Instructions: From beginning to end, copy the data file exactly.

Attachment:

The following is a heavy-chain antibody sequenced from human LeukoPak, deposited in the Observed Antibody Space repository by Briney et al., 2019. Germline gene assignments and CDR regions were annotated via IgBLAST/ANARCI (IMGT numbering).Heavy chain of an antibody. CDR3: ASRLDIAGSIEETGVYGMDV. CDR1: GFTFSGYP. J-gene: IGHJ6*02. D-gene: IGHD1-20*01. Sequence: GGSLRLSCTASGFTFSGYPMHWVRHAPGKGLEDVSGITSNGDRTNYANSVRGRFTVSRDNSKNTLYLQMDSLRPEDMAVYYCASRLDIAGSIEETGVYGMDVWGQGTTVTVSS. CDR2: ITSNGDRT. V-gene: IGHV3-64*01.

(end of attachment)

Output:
The following is a heavy-chain antibody sequenced from human LeukoPak, deposited in the Observed Antibody Space repository by Briney et al., 2019. Germline gene assignments and CDR regions were annotated via IgBLAST/ANARCI (IMGT numbering).Heavy chain of an antibody. CDR3: ASRLDIAGSIEETGVYGMDV. CDR1: GFTFSGYP. J-gene: IGHJ6*02. D-gene: IGHD1-20*01. Sequence: GGSLRLSCTASGFTFSGYPMHWVRHAPGKGLEDVSGITSNGDRTNYANSVRGRFTVSRDNSKNTLYLQMDSLRPEDMAVYYCASRLDIAGSIEETGVYGMDVWGQGTTVTVSS. CDR2: ITSNGDRT. V-gene: IGHV3-64*01.